“Understanding change: five-year follow-up of brief hypnotic treatment of chronic bruxism”
Notes: This paper describes the treatment of a 63-year-old woman with a 60-year history of nocturnal bruxism. Treatment included assessment, two psychotherapy sessions, including a paradoxical behavior prescription to reduce daytime worrying, hypnotic suggestions for control of nocturnal grinding, and reinforcement of the patient's expectations for success.
Results: A woman with a 60-year history of bruxism became symptom-free using hypnosis. This case demonstrates how enduring change may occur. Follow-up assessments at 2, 3, and 5 years revealed that she continued to be symptom-free with her self-reports corroborated by her spouse and family dentist.
LaCrosse, M. B. (1994). Understanding change: five-year follow-up of brief hypnotic treatment of chronic bruxism. American Journal of Clinical Hypnosis, 36(4), 276-281.
Suggestive hypnotherapy for nocturnal bruxism: a pilot study
Notes: This study describes the use of suggestive hypnotherapy and looks at its effectiveness in treating bruxism. Eight subjects who reported bruxism with symptoms such as muscle pain and complaints of bruxing noise from sleep partners were accepted into the study. An objective baseline of the bruxing was established using a portable electromyogram (EMG) detector attached over the masseter muscle during sleep. Hypnotherapy was then employed. Both self-reports and post-treatment EMG recordings were used to evaluate the hypnotherapy. Long-term effects were evaluated by self-reports only.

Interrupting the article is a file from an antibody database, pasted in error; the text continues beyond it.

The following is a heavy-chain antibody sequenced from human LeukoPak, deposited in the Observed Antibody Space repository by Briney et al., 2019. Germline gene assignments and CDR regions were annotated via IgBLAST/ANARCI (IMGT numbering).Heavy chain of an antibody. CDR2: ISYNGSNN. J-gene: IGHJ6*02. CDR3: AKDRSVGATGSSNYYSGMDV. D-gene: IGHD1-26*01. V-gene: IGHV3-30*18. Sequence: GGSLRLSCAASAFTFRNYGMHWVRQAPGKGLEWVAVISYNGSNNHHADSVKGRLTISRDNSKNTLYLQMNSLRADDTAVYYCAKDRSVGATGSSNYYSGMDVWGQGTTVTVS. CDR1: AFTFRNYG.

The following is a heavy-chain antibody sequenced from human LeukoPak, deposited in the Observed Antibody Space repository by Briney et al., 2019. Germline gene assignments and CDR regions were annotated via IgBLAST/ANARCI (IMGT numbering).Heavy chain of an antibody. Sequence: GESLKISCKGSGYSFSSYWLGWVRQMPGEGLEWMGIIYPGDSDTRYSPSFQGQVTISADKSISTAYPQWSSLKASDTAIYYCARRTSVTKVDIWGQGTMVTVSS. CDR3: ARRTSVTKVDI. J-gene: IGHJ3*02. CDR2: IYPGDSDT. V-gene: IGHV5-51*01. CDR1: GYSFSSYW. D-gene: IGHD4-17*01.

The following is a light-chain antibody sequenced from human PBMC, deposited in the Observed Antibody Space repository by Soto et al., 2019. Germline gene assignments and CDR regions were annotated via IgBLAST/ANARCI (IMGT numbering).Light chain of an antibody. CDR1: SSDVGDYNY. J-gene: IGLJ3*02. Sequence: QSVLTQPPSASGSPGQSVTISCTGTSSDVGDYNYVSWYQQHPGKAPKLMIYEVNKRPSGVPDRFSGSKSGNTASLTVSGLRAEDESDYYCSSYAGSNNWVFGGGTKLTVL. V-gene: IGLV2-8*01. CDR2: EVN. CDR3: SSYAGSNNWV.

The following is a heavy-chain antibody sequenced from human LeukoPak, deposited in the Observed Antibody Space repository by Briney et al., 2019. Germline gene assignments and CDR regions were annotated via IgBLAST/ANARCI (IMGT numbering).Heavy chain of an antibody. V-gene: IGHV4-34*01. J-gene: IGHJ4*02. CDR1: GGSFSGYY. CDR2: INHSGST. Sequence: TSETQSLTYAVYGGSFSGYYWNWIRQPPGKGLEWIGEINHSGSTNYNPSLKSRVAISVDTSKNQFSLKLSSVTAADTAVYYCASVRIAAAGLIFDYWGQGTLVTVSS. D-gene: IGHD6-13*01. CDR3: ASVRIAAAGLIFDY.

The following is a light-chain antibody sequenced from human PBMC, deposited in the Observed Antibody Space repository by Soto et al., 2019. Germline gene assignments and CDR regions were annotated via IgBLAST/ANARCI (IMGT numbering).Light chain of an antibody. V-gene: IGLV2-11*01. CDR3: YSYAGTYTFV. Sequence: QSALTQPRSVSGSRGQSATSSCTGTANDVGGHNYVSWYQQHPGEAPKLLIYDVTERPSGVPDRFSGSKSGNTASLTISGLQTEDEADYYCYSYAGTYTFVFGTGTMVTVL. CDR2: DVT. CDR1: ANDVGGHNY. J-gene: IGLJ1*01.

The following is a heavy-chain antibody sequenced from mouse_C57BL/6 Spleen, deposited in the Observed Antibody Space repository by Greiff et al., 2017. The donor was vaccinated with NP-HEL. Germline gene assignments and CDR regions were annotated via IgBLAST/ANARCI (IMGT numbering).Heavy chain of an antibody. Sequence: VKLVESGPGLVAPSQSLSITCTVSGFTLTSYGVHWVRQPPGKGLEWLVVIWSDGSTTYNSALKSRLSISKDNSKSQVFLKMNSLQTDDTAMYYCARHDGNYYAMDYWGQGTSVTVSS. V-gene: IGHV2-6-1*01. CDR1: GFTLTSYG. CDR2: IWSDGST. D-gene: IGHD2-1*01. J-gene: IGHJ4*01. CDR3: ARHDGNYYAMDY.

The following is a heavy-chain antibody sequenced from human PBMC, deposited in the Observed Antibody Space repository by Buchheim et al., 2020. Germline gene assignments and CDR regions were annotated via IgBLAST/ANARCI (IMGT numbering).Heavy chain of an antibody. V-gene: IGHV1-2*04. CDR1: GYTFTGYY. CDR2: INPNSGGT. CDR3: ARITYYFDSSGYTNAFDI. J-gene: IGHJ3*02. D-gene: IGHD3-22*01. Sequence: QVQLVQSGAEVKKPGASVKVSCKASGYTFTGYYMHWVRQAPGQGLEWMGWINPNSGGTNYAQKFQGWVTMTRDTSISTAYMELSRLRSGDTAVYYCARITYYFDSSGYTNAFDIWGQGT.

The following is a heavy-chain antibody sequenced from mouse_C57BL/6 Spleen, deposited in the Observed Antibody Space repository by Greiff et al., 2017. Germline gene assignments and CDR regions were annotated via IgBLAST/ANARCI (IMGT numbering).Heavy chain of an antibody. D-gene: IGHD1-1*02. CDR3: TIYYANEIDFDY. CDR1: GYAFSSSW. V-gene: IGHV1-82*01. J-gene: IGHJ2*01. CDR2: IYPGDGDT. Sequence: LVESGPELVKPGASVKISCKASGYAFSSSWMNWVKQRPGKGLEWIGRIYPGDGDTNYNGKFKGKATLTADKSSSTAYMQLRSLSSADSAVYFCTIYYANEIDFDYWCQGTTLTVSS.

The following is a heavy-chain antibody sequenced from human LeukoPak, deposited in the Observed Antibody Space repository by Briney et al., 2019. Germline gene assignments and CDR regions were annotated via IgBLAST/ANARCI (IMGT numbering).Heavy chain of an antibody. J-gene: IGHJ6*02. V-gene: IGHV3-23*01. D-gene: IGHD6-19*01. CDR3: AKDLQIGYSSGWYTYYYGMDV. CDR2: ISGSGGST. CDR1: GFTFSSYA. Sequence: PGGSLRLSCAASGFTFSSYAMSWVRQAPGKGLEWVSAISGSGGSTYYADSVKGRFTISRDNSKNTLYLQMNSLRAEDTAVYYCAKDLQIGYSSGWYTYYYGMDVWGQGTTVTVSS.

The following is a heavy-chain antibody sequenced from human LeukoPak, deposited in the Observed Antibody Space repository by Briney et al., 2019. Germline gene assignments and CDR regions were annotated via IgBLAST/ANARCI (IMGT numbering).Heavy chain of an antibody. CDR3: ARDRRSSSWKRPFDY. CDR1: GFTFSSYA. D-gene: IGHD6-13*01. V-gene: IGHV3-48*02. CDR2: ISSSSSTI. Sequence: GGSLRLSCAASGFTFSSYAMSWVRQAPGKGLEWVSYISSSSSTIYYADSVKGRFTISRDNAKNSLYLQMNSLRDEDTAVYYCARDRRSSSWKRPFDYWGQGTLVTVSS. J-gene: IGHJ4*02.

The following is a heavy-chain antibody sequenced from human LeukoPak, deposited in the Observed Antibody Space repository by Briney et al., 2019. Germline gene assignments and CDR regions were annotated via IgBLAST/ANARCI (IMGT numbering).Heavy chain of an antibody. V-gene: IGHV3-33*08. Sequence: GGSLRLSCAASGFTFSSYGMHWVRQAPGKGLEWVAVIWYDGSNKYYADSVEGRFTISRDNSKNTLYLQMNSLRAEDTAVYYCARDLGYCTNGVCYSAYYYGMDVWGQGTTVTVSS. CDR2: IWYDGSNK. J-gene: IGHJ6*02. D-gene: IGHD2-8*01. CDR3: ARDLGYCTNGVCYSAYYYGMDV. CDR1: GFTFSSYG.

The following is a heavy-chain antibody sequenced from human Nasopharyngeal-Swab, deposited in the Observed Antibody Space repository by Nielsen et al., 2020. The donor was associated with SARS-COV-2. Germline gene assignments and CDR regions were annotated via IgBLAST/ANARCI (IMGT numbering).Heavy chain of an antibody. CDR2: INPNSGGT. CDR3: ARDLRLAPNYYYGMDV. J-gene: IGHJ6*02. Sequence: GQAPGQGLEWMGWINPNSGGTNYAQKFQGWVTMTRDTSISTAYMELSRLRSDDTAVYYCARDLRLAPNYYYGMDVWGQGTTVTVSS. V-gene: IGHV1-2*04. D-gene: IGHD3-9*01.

Results: The bruxers showed a significant decrease in EMG activity; they also experienced less facial pain and their partners reported less bruxing noise immediately following treatment and after 4 to 36 months.
Clarke, J. H., & Reynolds, P. J. (1991). Suggestive hypnotherapy for nocturnal bruxism: a pilot study. American Journal of Clinical Hypnosis, 33(4), 248-253.
“Medical hypnosis for temporomandibular disorders: Treatment efficacy and medical utilization outcome”
Notes: The aim of this study was to examine the effectiveness of medical hypnosis on reducing the pain symptoms of temporomandibular disorders (TMD).Twenty-eight patients who were recalcitrant to conservative treatment for TMD participated in a medical hypnosis treatment program and completed measures of their pain symptoms on 4 separate occasions: during wait list, before hypnotic treatment, after hypnotic treatment, and at a 6-month follow-up.
Results: Statistical analysis of this open trial suggests that medical hypnosis is a potentially valuable treatment modality for temporomandibular disorders (TMD). After hypnosis, patients reported a significant decrease in pain frequency, pain duration, and pain intensity, and an increase in daily functioning. Analysis suggests that their symptoms did not simply spontaneously improve, and that their treatment gains were maintained for 6 months after hypnosis treatment.
Simon, E. P., & Lewis, D. M. (2000). Medical hypnosis for temporomandibular disorders: Treatment efficacy and medical utilization outcome. Oral Surgery, Oral Medicine, Oral Pathology, Oral Radiology, and Endodontology, 90(1), 54-63.